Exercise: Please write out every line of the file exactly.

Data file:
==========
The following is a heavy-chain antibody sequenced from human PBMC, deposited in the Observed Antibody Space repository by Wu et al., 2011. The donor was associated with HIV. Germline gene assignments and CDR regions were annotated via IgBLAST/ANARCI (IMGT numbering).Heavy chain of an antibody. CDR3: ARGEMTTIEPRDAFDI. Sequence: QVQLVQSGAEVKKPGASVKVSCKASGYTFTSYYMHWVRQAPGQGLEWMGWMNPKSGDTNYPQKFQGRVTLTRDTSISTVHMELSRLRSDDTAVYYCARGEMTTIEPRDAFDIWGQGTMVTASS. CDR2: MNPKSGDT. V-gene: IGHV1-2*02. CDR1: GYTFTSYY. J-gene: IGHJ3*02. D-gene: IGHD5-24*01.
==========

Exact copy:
The following is a heavy-chain antibody sequenced from human PBMC, deposited in the Observed Antibody Space repository by Wu et al., 2011. The donor was associated with HIV. Germline gene assignments and CDR regions were annotated via IgBLAST/ANARCI (IMGT numbering).Heavy chain of an antibody. CDR3: ARGEMTTIEPRDAFDI. Sequence: QVQLVQSGAEVKKPGASVKVSCKASGYTFTSYYMHWVRQAPGQGLEWMGWMNPKSGDTNYPQKFQGRVTLTRDTSISTVHMELSRLRSDDTAVYYCARGEMTTIEPRDAFDIWGQGTMVTASS. CDR2: MNPKSGDT. V-gene: IGHV1-2*02. CDR1: GYTFTSYY. J-gene: IGHJ3*02. D-gene: IGHD5-24*01.